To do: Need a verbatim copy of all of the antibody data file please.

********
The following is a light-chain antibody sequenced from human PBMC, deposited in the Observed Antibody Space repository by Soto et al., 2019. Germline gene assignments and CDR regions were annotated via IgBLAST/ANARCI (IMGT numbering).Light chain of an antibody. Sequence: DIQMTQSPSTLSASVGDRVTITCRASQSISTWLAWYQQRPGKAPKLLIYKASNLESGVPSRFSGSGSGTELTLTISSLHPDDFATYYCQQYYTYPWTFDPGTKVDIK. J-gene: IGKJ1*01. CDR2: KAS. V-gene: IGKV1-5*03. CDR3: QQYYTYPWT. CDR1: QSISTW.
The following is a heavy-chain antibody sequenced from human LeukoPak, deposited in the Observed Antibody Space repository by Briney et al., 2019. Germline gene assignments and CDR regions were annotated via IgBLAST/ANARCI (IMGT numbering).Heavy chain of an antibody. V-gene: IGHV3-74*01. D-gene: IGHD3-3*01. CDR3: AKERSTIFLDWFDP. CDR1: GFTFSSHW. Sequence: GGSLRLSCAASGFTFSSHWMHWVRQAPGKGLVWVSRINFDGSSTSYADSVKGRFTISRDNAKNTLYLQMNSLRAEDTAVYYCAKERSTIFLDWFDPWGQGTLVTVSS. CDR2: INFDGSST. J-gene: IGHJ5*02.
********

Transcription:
The following is a light-chain antibody sequenced from human PBMC, deposited in the Observed Antibody Space repository by Soto et al., 2019. Germline gene assignments and CDR regions were annotated via IgBLAST/ANARCI (IMGT numbering).Light chain of an antibody. Sequence: DIQMTQSPSTLSASVGDRVTITCRASQSISTWLAWYQQRPGKAPKLLIYKASNLESGVPSRFSGSGSGTELTLTISSLHPDDFATYYCQQYYTYPWTFDPGTKVDIK. J-gene: IGKJ1*01. CDR2: KAS. V-gene: IGKV1-5*03. CDR3: QQYYTYPWT. CDR1: QSISTW.
The following is a heavy-chain antibody sequenced from human LeukoPak, deposited in the Observed Antibody Space repository by Briney et al., 2019. Germline gene assignments and CDR regions were annotated via IgBLAST/ANARCI (IMGT numbering).Heavy chain of an antibody. V-gene: IGHV3-74*01. D-gene: IGHD3-3*01. CDR3: AKERSTIFLDWFDP. CDR1: GFTFSSHW. Sequence: GGSLRLSCAASGFTFSSHWMHWVRQAPGKGLVWVSRINFDGSSTSYADSVKGRFTISRDNAKNTLYLQMNSLRAEDTAVYYCAKERSTIFLDWFDPWGQGTLVTVSS. CDR2: INFDGSST. J-gene: IGHJ5*02.